“Our team of traders maintains constant communication with each other through various channels,” says BtoBet’s Hegelr. They also communicate with our clients through various channels to maintain transparency and address their needs promptly.”

Careful planning can also prepare traders for chaotic days or particular events. Thomson of Simplebet says: “Most communication actually happens before the event starts. Traders are well-trained and are directed on what to do in every situation before the games commence. Once things start moving, everyone on the trading floor is in constant communication.”

Not in Kansas Anymore

With the building blocks of a solid trading team in place, the challenge then becomes bringing trading services into legal markets. It’s hard enough to manage one market, let alone a smattering of global markets with distinct regulations and policies.

“The main focus around regulation is to not offer a market with the outcome already determined,” says Thomson. “We offer over 1,000 markets in most of our games, and making sure that none of those markets are up with a determined outcome is extremely important.”

Geography obviously comes into play for traders, such as in the U.S. market, where college sports are both highly popular and highly regulated. College sports regulations vary widely. As of writing, Ohio prohibits player props on NCAA sports, Illinois bars any bets on in-state schools and other states have their own minutiae for traders to parse.

“In the U.S., this is further compounded by ensuring that no markets are offered on certain college teams and jurisdictions, so we need to be extremely vigilant with what we do,” says Thomson.”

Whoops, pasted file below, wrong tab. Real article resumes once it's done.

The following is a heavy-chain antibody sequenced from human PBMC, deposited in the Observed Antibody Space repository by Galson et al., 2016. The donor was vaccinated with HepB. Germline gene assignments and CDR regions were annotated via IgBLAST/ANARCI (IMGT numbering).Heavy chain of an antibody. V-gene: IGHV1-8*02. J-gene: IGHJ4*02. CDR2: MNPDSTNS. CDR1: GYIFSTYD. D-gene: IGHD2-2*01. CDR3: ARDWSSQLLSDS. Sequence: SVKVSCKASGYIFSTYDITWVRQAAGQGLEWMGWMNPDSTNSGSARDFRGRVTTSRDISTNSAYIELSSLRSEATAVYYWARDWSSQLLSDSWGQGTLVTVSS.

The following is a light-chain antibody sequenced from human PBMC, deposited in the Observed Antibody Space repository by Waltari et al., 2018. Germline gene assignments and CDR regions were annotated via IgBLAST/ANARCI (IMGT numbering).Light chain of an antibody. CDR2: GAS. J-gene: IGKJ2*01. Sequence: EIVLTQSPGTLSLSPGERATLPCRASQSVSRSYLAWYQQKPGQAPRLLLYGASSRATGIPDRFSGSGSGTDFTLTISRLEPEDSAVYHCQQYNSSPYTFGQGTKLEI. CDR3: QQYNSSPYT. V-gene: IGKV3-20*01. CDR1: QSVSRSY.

Regulations also encompass external factors. Ioakeimidis says: “Age limits, permissible sports and markets, responsible gambling practices, and consumer protection” are all top considerations for a trading team.

Collaboration, too, is a defining factor in trading success. “We work closely with our legal and compliance teams to ensure full adherence to regulatory requirements while optimizing our offerings to meet customer demand,” says Hegelr.

The Yellow Brick Road

Communication? Check. Passion and expertise? Check. Regulations and compliance? Check. What’s next?

This is where the trading journey begins. Games start, whistles are blown, and step-by-step (or brick-by-brick) trading kicks off in earnest—it really is step-by-step, as the experts interviewed noted that movements in odds are usually gradual.

“Common types of odds movements occur regularly in response to global betting markets, with gradual adjustments being the norm,” says Hegelr.

Challenges can arise along the way, but they’re horses of a different color.

Hegelr continues: “Drastic movements are rare but can occur due to factors such as injury reports, unexpected weather conditions, or significant changes in team dynamics, such as a new coach.”

Gradual movements can be handled by computers, provided the right data is input ahead of time. But traders still must maintain a steady hand. Simplebet’s microbetting odds markets are particularly dynamic, requiring a combination of man and machine to manage.

“Most odds that are changed directly by the trader are relatively small,” Thomson says. “Odds changes are determined by action on the market and research done before the game. If unbalanced action is coming in on a market, then odds are adjusted towards that action.”

Ioakeimidis says: “Odds movements are an inherent aspect of the trading process. While significant fluctuations in odds are less common in prominent leagues like the Premier League, they can be more prevalent in lower-profile events or niche markets.

“Ultimately, the acceptability of odds changes is determined by a combination of factors, including market demand, risk exposure, and maintaining competitive pricing. Striking the right balance between responsive pricing adjustments and preserving profit margins is a delicate yet essential aspect of effective sportsbook trading.”